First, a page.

Moreover, samples sometimes arrive unaccompanied by their requisite form. This can be a major issue because the NCRAD staff then cannot easily double-check identifying information on the tubes. At other times, urine or CSF arrived at NCRAD instead of UPenn and had to be forwarded there. Overall, however, Faber noted that ADNI is going well. “Everyone was always friendly and willing to work together. The main issue was due to the number of sites and people working on the project. A lot has been learned from the ADNI study and will be used to improve future studies,” Faber concluded. Tatiana Foroud of NCRAD concurred that ADNI is going smoothly given its size and complexity. “We were very pleased to be a part of the ADNI project,” said Foroud.
Several scientists interviewed for this article regretted the timing of ADNI’s PIB-PET substudy. When the original ADNI grant was written in response to the request for applications the NIA had issued in October 2003, amyloid imaging was generating buzz at conferences and initial human data had been published (Engler et al., First human study with a benzothiazole amyloid-imaging agent in Alzheimer’s disease and control subjects. Neurobiol Aging. 2002;23 suppl 1:S429). But PIB was not formally ready for prime time, because the first widely noticed paper appeared in March 2004 (Klunk et al., 2004).
By the time ADNI’s amyloid imaging substudy was funded and set to go, ADNI had already enrolled so many participants that the substudy had to accept people who had undergone baseline FDG and MRI scans a year before, according to Chet Mathis of University of Pittsburgh School of Medicine. This cut into its ability to obtain three consecutive longitudinal scans on normal control and MCI volunteers, and to compare that side-by-side with ADNI’s other assessments. “We wish we had started sooner,” Mathis wrote to ARF. On the upside, the study made up the lost scans by enrolling more people than originally planned.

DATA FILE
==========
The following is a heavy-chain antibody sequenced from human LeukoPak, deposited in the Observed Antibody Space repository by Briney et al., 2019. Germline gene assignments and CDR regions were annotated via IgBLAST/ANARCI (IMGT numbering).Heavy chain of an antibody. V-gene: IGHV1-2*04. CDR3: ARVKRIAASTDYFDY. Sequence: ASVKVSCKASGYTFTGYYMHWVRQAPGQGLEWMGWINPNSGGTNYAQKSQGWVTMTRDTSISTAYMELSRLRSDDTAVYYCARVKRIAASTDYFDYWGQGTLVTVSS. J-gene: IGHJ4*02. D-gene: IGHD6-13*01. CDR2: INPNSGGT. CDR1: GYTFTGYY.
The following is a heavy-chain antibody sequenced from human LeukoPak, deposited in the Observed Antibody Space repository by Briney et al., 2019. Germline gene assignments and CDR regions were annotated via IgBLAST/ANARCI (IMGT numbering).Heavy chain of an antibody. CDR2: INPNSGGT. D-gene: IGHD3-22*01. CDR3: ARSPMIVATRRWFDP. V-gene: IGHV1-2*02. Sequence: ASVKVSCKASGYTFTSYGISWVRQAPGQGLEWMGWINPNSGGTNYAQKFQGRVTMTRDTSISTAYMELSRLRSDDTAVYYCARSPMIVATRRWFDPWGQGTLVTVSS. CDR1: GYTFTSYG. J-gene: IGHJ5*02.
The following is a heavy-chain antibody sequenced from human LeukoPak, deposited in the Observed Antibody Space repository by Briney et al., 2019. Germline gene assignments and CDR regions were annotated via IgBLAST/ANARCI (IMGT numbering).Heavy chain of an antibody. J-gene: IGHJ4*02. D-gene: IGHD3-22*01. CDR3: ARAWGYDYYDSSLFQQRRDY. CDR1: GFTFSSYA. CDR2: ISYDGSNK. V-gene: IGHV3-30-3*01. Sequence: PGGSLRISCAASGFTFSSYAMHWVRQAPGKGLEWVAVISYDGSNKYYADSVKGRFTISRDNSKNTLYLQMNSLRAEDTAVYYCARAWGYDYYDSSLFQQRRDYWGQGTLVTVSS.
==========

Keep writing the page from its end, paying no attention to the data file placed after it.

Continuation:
Finally, some scientists privately shared a concern that frequently accompanies big distributed science consortia beyond AD research. While they expect that ADNI will achieve its primary goals, they also say that it will necessarily do so at a low common denominator in terms of data quality. This concerns, for example, imaging resolution. That is because ADNI, despite everyone’s best efforts at standardization, must still absorb a considerable degree of remaining site variation. A related concern voiced privately is that ADNI may create the impression that the big problems are solved. In the process, it absorbs a large chunk of the available funding at the expense of more technically innovative, cutting-edge imaging and biomarker research in individual labs that might pay off later. That said, all sources agreed that the field has to have multisite data to move forward.
In most interviews, talk about fumbles and compromises came as part of a larger sense that overall, ADNI has worked surprisingly well. The problems underscore how daunting a task it has been to coordinate such a large undertaking, and how many obstacles had to be overcome. Here’s Sterling Johnson, co-principal investigator with Sanjay Asthana of the University of Wisconsin site. “There has been a high degree of planning, thoroughness, and standardization on every aspect of the complex data collection protocol.”—Gabrielle Strobel.
This is Part 5 of a six-part series. See also Parts 1, 2, 3, 4, 6. Read the entire series [.pdf].